“It sounds amazing,” says Olivia. “You must send me some pictures.”
“I will,” says Leann. “The best of it is that, after cocktails and food, we have arranged for pirates to kidnap my friend from the pool. They will whisk her away in a horse drawn carriage to the airport where we will take a private jet to a tiny pirate-infested island.”
“Not real pirates?” Olivia laughs although she doesn’t appear to be entirely convinced.
Leann shakes her head. “Not real pirates, unfortunately, although wouldn’t that be quite the story. No, we, the hens, will all be dressed as pirates and will spend the rest of our overnight stay making her our pirate queen.”
“And will there be plenty of champagne involved?” asks Olivia.
“That goes without saying,” says Leann. “And pampering also.”
Olivia glances at me. “Not quite tickets to watch the Chippendales followed by karaoke night in Covent Garden, is it?”
I laugh and tell her that I’m not sure watching the Chippendales would be quite my thing.
“Did you have a stag do?” Olivia asks.
I tell her that my stag do was a relatively quiet evening at my local bar in Sydney with family and friends. I was too scared to get drunk in case they chained me naked to a tree and I was arrested. I add that the craziest part of the evening was when we lost my cousin somewhere between the bar and the steakhouse.
“Where did he go?” asks Olivia.
I tell them that he was quite inebriated, having been drinking all day before he joined us, and had tagged along with another stag party thinking that the groom was me, and that we didn’t see him again until he turned up for the wedding two days later.
“Were you worried?” asks Leann.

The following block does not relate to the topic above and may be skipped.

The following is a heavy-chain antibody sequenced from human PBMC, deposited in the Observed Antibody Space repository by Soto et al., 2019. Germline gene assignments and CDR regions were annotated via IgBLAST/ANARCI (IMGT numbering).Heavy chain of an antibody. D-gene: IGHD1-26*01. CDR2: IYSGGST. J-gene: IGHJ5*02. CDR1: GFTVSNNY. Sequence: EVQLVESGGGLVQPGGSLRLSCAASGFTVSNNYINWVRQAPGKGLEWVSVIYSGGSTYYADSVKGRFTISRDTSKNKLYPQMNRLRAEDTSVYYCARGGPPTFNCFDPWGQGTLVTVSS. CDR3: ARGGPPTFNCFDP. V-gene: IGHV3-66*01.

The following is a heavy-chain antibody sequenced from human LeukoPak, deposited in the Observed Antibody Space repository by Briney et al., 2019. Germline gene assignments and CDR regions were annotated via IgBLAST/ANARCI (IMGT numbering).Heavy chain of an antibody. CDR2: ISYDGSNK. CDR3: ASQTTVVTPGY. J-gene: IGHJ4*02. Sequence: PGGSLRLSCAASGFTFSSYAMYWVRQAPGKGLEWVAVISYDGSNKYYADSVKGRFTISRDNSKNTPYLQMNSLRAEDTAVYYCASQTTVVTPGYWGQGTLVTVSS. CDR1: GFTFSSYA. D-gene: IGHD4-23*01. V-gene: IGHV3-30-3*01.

I confess that we didn’t put out a missing-person call for him because it wasn’t the first time this had happened to him, and that we were confident he would show up again.
“I bet that sobered you up though,” says Olivia.
I notice that Tony has been following our conversation despite the open laptop on the table in front of him and, noticing the wedding ring on his left hand, I ask if he has any stag stories to share with us.
“I actually went lobster fishing for my stag,” he says.
“Lobster fishing?” asks Olivia. “Where does someone go to do that?”
“We were getting married in the Turks and Caicos Islands. I’d always wanted to take a boat out, anchor up, and dive for lobster, so that’s what I did with my brother, my best man, and a couple of pals. We had a few beers – it was all very restrained.”
“That’s not what I heard,” says Keith, the other IHG guy.
Tony laughs out loud. “Well, that’s what I told my wife anyway.”
I notice the way Olivia squares her shoulders and I wait for her to comment.
Instead, Leann asks, “Did your wife have a hen party?”
“She did,” says Tony. “She booked out the resort’s spa for herself and her friends. They all had matching robes and slippers, and a few bottles of champagne. Then they watched the sunset from the beach and had a night-time swim.”
“Well, that’s what your wife told you,” says Leann coolly.
Olivia grins and offers Leann a high-five which she returns, and it is Keith and Jim’s turn to laugh.
“That has to be the first time I’ve ever seen Tony lost for words,” says Keith.
Olivia is thoughtful again watching Gabin, who has closed his eyes while we were talking, his face pale and almost tinged green.
“I am sure he will be fine.” Leann places a hand on Olivia’s arm. “You are doing everything that you can.”
I enjoyed learning more about the characters through their and their friend's past stag and hen parties. It kind of shows their personalities.